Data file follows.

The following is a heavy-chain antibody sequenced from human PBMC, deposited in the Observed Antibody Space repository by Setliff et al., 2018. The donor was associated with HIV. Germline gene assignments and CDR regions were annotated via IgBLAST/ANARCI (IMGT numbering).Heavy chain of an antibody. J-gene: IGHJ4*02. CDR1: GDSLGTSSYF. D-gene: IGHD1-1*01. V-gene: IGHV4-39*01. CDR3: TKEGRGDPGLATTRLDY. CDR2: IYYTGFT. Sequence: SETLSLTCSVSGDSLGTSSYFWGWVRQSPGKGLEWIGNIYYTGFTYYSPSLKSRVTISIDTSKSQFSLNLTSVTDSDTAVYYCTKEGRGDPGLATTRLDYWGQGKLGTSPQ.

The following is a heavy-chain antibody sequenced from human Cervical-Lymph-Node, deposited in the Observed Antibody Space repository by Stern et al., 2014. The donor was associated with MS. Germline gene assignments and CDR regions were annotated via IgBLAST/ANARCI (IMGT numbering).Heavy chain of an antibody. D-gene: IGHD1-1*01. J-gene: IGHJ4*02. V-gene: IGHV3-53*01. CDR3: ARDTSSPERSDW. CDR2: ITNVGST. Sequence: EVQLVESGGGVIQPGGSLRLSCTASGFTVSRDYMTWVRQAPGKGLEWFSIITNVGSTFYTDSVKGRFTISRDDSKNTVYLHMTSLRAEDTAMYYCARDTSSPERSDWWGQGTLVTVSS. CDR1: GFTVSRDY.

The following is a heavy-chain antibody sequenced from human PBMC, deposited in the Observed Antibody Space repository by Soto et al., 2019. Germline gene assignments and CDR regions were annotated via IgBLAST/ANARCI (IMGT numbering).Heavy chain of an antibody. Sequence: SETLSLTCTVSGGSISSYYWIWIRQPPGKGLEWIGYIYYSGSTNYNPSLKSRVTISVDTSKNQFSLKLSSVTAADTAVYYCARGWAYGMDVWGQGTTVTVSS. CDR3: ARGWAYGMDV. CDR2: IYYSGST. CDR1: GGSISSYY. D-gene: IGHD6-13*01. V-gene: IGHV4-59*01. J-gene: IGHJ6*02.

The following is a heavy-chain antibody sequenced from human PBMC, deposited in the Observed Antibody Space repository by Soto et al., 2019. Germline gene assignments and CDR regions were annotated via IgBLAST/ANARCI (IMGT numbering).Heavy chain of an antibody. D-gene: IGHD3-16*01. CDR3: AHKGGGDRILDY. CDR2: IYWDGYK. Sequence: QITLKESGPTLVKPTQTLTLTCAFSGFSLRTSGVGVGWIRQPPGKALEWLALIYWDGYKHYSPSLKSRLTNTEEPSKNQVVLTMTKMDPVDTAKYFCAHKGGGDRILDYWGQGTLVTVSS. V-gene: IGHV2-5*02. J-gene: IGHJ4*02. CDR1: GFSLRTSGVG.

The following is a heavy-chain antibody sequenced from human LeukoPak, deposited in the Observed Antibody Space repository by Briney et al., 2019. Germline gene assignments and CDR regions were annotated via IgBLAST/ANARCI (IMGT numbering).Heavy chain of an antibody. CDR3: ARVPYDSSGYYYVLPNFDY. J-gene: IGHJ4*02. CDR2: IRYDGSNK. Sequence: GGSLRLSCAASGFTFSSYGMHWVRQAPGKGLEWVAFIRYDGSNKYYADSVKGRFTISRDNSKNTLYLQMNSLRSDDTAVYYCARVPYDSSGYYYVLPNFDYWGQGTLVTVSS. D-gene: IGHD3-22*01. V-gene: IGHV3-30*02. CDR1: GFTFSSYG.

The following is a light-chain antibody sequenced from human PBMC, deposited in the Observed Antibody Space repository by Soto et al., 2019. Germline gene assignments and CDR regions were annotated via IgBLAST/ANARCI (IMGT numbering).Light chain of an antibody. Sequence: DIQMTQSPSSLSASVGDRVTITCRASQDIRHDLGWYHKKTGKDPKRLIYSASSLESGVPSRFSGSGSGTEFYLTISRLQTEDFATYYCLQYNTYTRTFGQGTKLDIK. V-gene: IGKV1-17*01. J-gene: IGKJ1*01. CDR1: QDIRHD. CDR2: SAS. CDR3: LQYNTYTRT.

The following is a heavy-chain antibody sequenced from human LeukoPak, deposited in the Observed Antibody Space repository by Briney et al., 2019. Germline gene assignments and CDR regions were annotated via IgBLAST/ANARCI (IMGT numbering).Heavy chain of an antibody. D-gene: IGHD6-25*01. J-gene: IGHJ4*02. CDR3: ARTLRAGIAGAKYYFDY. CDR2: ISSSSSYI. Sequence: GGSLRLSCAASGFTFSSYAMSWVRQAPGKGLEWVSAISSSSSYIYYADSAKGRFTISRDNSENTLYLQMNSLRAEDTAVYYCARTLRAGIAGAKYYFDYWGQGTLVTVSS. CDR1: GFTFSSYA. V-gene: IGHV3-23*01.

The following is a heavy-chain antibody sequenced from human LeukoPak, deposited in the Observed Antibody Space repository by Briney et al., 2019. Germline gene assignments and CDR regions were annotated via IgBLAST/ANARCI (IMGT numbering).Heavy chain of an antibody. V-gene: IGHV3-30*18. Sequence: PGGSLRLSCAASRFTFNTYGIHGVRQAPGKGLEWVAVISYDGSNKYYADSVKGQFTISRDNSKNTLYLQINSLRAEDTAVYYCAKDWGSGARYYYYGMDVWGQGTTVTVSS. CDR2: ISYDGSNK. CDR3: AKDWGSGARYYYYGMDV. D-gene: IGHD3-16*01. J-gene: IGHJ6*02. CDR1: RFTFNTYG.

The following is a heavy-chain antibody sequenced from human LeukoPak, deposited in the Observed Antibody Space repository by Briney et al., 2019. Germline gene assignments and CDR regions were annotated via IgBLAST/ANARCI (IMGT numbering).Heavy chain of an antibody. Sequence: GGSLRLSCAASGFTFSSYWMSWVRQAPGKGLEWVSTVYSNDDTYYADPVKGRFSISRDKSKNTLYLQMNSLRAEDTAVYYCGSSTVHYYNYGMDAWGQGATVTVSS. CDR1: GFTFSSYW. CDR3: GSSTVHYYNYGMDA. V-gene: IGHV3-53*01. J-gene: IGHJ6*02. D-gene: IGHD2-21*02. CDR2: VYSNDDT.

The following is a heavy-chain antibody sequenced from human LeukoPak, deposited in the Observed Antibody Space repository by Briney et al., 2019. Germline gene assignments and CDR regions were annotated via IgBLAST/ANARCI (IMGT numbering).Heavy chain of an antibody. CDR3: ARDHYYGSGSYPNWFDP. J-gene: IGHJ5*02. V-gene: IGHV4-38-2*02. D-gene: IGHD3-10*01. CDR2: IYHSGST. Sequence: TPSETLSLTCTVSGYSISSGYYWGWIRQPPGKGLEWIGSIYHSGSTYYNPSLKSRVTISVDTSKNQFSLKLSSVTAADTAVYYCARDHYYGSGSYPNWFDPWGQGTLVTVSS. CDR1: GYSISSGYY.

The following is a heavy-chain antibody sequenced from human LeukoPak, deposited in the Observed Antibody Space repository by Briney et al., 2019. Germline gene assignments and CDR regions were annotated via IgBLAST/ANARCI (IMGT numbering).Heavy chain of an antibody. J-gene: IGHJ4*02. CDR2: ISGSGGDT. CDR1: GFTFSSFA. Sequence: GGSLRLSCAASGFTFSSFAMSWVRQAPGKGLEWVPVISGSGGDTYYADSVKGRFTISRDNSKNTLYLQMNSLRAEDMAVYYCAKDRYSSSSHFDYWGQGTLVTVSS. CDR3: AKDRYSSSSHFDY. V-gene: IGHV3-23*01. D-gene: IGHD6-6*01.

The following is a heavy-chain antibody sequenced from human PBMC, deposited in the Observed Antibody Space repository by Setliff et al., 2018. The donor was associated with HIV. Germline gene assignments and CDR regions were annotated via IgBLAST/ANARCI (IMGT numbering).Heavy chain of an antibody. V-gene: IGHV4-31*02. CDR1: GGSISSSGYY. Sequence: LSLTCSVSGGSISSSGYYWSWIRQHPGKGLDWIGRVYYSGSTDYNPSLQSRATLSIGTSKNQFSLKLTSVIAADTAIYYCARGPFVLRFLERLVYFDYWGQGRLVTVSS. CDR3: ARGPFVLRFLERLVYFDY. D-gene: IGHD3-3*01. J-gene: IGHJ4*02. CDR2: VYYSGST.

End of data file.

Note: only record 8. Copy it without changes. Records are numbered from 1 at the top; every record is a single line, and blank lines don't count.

The following is a heavy-chain antibody sequenced from human LeukoPak, deposited in the Observed Antibody Space repository by Briney et al., 2019. Germline gene assignments and CDR regions were annotated via IgBLAST/ANARCI (IMGT numbering).Heavy chain of an antibody. V-gene: IGHV3-30*18. Sequence: PGGSLRLSCAASRFTFNTYGIHGVRQAPGKGLEWVAVISYDGSNKYYADSVKGQFTISRDNSKNTLYLQINSLRAEDTAVYYCAKDWGSGARYYYYGMDVWGQGTTVTVSS. CDR2: ISYDGSNK. CDR3: AKDWGSGARYYYYGMDV. D-gene: IGHD3-16*01. J-gene: IGHJ6*02. CDR1: RFTFNTYG.